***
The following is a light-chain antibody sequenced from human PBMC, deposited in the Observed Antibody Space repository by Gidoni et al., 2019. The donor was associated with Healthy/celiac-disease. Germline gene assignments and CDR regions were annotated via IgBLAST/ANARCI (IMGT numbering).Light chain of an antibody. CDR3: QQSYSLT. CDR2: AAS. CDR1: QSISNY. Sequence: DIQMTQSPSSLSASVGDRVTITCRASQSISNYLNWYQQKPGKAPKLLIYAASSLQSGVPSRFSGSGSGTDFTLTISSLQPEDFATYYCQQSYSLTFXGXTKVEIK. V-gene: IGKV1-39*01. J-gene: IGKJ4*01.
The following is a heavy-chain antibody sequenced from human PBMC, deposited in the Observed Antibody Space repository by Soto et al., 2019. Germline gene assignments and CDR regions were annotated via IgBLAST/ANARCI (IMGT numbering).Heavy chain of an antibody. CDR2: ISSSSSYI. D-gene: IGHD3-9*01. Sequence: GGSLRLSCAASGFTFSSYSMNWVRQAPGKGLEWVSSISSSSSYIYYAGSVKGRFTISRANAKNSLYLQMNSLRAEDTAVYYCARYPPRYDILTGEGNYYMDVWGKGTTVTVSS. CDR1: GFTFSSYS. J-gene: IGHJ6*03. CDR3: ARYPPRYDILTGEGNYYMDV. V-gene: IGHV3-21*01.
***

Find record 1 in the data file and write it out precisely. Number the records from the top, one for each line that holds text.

The following is a light-chain antibody sequenced from human PBMC, deposited in the Observed Antibody Space repository by Gidoni et al., 2019. The donor was associated with Healthy/celiac-disease. Germline gene assignments and CDR regions were annotated via IgBLAST/ANARCI (IMGT numbering).Light chain of an antibody. CDR3: QQSYSLT. CDR2: AAS. CDR1: QSISNY. Sequence: DIQMTQSPSSLSASVGDRVTITCRASQSISNYLNWYQQKPGKAPKLLIYAASSLQSGVPSRFSGSGSGTDFTLTISSLQPEDFATYYCQQSYSLTFXGXTKVEIK. V-gene: IGKV1-39*01. J-gene: IGKJ4*01.